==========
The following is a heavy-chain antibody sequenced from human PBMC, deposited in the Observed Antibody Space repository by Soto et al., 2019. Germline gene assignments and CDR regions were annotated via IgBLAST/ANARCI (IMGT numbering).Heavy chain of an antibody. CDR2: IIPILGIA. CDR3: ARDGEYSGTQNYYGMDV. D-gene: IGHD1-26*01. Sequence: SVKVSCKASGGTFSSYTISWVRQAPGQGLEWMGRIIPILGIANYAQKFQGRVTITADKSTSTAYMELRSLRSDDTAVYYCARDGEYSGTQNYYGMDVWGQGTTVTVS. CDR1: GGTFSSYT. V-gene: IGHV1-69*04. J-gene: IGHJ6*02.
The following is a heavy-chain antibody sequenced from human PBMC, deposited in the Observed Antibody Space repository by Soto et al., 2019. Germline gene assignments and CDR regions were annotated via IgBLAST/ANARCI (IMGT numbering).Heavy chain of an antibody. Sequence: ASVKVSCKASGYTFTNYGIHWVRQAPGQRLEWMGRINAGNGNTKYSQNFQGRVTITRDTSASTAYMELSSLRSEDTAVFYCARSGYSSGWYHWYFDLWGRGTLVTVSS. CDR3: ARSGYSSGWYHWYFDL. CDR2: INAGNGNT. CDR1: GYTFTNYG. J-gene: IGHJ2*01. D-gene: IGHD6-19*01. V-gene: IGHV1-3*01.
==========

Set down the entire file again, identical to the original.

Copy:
The following is a heavy-chain antibody sequenced from human PBMC, deposited in the Observed Antibody Space repository by Soto et al., 2019. Germline gene assignments and CDR regions were annotated via IgBLAST/ANARCI (IMGT numbering).Heavy chain of an antibody. CDR2: IIPILGIA. CDR3: ARDGEYSGTQNYYGMDV. D-gene: IGHD1-26*01. Sequence: SVKVSCKASGGTFSSYTISWVRQAPGQGLEWMGRIIPILGIANYAQKFQGRVTITADKSTSTAYMELRSLRSDDTAVYYCARDGEYSGTQNYYGMDVWGQGTTVTVS. CDR1: GGTFSSYT. V-gene: IGHV1-69*04. J-gene: IGHJ6*02.
The following is a heavy-chain antibody sequenced from human PBMC, deposited in the Observed Antibody Space repository by Soto et al., 2019. Germline gene assignments and CDR regions were annotated via IgBLAST/ANARCI (IMGT numbering).Heavy chain of an antibody. Sequence: ASVKVSCKASGYTFTNYGIHWVRQAPGQRLEWMGRINAGNGNTKYSQNFQGRVTITRDTSASTAYMELSSLRSEDTAVFYCARSGYSSGWYHWYFDLWGRGTLVTVSS. CDR3: ARSGYSSGWYHWYFDL. CDR2: INAGNGNT. CDR1: GYTFTNYG. J-gene: IGHJ2*01. D-gene: IGHD6-19*01. V-gene: IGHV1-3*01.